Collective identity, the emotionally powerful sense of belonging to a group, is a crucial source of popular legitimacy for nations. However efforts since the 1990s to politically support European integration by using identity mechanisms borrowed from nationalism have had very limited success. European integration may require new, post-national approaches to the relationship between culture and politics.
This controversial and timely volume poses the logical question: if identity doesn't effectively connect culture with European integration politics, what does? The book brings together leading scholars from several of the disciplines that have developed concepts of culture and methods of cultural research. These expert interdisciplinary contributors apply a startling diversity of approaches to culture, linking it to facets of integration as varied as external policy, the democratic deficit, economic dynamism and the geography of integration.
This book examines commonalities and connections within the European space, as well as representations of these in identity discourses. It will be useful for students and scholars of sociology, geography, anthropology, social psychology, political science and the history of European integration.
Table of Contents
Introduction. Part I: Europeans’ Weak Cultural Identity 1. Bringing the Demos Back In: People’s Views on ‘EUropean Identity’ 2. Enlargement in Perspective: The EU’s Quest for Identity Part II: Mistaken Identity: Critical Perspectives on European Culture 3. Not Quite "Sui Generis" Enough: Interrogating European Values 4. Putting Culture in its Place: Anthropological Reflections on the EU Part III: Culture, Ideology and a Politically Viable EU 5. What Kind of Community and How Much Community Does the European Union Require? 6. Cleaning Up After European Identity: The Consequences of a Failed Political Strategy 7. European Identity: Lessons from 20 Years of Social Psychological Inquiry Part IV: Cultural Alternatives to Identity 8. Lessons from the Past? Europe’s Grand Shift from Cultural Homogenization to Multiculturalism 9. Cultural Networks as Vectors of European Integration 10. Horizontal Europeanization and Identification with Europe 11. How Culture and History Shape Europe’s Differentiated Integration: The Cases of Liberal International Relations and Northern Euroscepticism. Conclusion.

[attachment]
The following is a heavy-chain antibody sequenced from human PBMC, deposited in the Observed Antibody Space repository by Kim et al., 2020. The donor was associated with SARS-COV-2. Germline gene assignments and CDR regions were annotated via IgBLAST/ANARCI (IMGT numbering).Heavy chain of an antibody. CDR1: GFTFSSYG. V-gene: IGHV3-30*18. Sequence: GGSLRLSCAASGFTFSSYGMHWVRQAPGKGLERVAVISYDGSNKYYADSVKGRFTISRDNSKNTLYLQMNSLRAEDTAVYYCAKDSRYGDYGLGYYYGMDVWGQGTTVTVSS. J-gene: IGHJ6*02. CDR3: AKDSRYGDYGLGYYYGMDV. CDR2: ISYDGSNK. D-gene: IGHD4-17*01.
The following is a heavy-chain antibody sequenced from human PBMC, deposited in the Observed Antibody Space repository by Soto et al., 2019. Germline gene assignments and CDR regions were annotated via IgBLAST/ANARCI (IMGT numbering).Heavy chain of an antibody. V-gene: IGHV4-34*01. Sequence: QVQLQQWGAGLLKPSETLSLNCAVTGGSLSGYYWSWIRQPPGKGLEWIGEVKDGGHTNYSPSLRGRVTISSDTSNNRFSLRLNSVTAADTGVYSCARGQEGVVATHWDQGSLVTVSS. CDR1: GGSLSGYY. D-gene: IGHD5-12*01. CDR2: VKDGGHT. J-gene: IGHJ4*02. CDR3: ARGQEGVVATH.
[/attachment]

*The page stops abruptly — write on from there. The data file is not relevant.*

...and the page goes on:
Richard McMahon lectures in history at University College Cork. He holds a PhD from the European University Institute, Florence and was previously a Brussels-based journalist of EU external relations and an ESRC research fellow in politics at the University of Bristol.